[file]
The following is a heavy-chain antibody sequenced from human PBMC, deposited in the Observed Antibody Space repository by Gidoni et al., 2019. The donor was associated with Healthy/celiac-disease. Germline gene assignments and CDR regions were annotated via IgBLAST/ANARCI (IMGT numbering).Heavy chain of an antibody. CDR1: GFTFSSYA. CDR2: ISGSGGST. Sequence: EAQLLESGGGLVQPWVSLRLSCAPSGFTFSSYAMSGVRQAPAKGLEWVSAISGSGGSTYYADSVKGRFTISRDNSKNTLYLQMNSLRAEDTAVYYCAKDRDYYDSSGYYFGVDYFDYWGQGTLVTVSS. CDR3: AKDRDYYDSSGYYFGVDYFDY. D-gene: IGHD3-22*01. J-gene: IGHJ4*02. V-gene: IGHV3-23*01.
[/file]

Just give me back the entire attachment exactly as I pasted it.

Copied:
The following is a heavy-chain antibody sequenced from human PBMC, deposited in the Observed Antibody Space repository by Gidoni et al., 2019. The donor was associated with Healthy/celiac-disease. Germline gene assignments and CDR regions were annotated via IgBLAST/ANARCI (IMGT numbering).Heavy chain of an antibody. CDR1: GFTFSSYA. CDR2: ISGSGGST. Sequence: EAQLLESGGGLVQPWVSLRLSCAPSGFTFSSYAMSGVRQAPAKGLEWVSAISGSGGSTYYADSVKGRFTISRDNSKNTLYLQMNSLRAEDTAVYYCAKDRDYYDSSGYYFGVDYFDYWGQGTLVTVSS. CDR3: AKDRDYYDSSGYYFGVDYFDY. D-gene: IGHD3-22*01. J-gene: IGHJ4*02. V-gene: IGHV3-23*01.